Photo by JEFF STOKOE/Advocate staff-Melting Snow Dump- Crystal has story-Water collects in a holding pond as the snow dump in the Edgar Industrial Area on the north end of Red Deer melts.

Handling the meltdown

Handling the meltdown

Let it melt, let it melt.

The city’s three snow storage sites have what it takes to handle the thawing from this winter’s record snowfall.

City of Red Deer Public Works manager Greg Sikora said there are no environmental concerns because the two permanent sites and a temporary site were prepared and developed to manage the melt.

“Any runoff or debris is collected within the site and managed within a series of physical weirs, wet ponds and storm treatment facilities that would restrict that transport of sediment floatables or debris into the river,” said Sikora.

Sikora said the drainage from storage areas is typically a pond facility that allows settlement of the sediment. There is also a storm treatment facility to catch the hydrocarbons, the floatables and the sediment components in the water before it discharges into the storm system to the Red Deer River.

In late January, the city was forced to refuse private contractors access to its snow storage sites because the two permanent sites had reached full capacity.

A temporary snow site was opened on the North Highway Connector road right-of-way in east Red Deer. The site fit the bill because it was located on an unconstructed road with storm drainage and storm treatments.

Sikora said the temporary site met all the requirements for a storage facility, which is the reason it was chosen out of 50 possible sites.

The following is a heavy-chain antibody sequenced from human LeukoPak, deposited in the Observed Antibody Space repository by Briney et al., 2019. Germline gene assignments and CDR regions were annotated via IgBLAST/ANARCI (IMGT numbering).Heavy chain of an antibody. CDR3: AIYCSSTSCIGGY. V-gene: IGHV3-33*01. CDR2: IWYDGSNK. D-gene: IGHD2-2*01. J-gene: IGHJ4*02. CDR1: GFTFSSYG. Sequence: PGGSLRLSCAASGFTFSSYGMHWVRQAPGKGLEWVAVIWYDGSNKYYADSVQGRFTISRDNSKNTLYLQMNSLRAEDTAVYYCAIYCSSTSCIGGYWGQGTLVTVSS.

Sikora said the heat of rain generates the most runoff. On hot days, there is less runoff.

“Rain days are the worst days that melt the snow,” said Sikora. “But the strong infrastructure and the containment systems have been sized to contain that discharge rate. The third site was constructed for the purpose of draining the road under one-in-five-year peak events. Our snow runoff is less than that.”

November alone was the snowiest month ever recorded by Environment Canada for Red Deer, coming in at 62.5 cm versus a mean average of 16.6 cm for the month.

Just over 20 cm blanketed Red Deer in January, followed by a mere 2.6 cm in February and 29.6 from March 1 to 26 (also above the monthly average of 20.4 cm).

Today’s expected high is 14C, with a low of 4C, in Red Deer.

Rain is in the forecast for late today and Wednesday, and then temperatures will cool for the rest of the week.

crhyno@bprda.wpengine.com

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